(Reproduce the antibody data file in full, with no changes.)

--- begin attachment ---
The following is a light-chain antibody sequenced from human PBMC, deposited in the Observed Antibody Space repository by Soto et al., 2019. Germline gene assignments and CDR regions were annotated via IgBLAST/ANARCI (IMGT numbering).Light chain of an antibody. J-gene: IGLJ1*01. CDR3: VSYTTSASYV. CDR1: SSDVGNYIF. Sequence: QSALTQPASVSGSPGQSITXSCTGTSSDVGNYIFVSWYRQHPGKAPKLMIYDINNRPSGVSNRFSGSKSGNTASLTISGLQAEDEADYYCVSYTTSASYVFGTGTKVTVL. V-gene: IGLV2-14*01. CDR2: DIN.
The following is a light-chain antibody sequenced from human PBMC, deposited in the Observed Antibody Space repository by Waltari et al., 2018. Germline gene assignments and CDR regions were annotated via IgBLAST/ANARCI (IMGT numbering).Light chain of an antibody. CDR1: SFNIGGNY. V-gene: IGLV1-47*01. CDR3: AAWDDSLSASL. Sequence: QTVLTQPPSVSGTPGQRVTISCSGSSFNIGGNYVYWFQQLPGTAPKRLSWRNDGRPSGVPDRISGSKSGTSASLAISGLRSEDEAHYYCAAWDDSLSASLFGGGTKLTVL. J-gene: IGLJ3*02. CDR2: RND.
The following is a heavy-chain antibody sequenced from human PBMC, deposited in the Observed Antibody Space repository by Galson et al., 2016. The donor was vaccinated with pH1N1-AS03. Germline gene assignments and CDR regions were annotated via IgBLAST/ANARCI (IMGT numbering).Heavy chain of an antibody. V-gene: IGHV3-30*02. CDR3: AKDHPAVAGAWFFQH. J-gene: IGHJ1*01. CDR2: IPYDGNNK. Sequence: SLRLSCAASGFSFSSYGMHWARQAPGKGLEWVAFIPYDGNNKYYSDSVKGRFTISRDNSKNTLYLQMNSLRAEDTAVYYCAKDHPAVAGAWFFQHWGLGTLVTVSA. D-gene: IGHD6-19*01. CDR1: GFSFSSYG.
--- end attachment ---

The following is a light-chain antibody sequenced from human PBMC, deposited in the Observed Antibody Space repository by Soto et al., 2019. Germline gene assignments and CDR regions were annotated via IgBLAST/ANARCI (IMGT numbering).Light chain of an antibody. J-gene: IGLJ1*01. CDR3: VSYTTSASYV. CDR1: SSDVGNYIF. Sequence: QSALTQPASVSGSPGQSITXSCTGTSSDVGNYIFVSWYRQHPGKAPKLMIYDINNRPSGVSNRFSGSKSGNTASLTISGLQAEDEADYYCVSYTTSASYVFGTGTKVTVL. V-gene: IGLV2-14*01. CDR2: DIN.
The following is a light-chain antibody sequenced from human PBMC, deposited in the Observed Antibody Space repository by Waltari et al., 2018. Germline gene assignments and CDR regions were annotated via IgBLAST/ANARCI (IMGT numbering).Light chain of an antibody. CDR1: SFNIGGNY. V-gene: IGLV1-47*01. CDR3: AAWDDSLSASL. Sequence: QTVLTQPPSVSGTPGQRVTISCSGSSFNIGGNYVYWFQQLPGTAPKRLSWRNDGRPSGVPDRISGSKSGTSASLAISGLRSEDEAHYYCAAWDDSLSASLFGGGTKLTVL. J-gene: IGLJ3*02. CDR2: RND.
The following is a heavy-chain antibody sequenced from human PBMC, deposited in the Observed Antibody Space repository by Galson et al., 2016. The donor was vaccinated with pH1N1-AS03. Germline gene assignments and CDR regions were annotated via IgBLAST/ANARCI (IMGT numbering).Heavy chain of an antibody. V-gene: IGHV3-30*02. CDR3: AKDHPAVAGAWFFQH. J-gene: IGHJ1*01. CDR2: IPYDGNNK. Sequence: SLRLSCAASGFSFSSYGMHWARQAPGKGLEWVAFIPYDGNNKYYSDSVKGRFTISRDNSKNTLYLQMNSLRAEDTAVYYCAKDHPAVAGAWFFQHWGLGTLVTVSA. D-gene: IGHD6-19*01. CDR1: GFSFSSYG.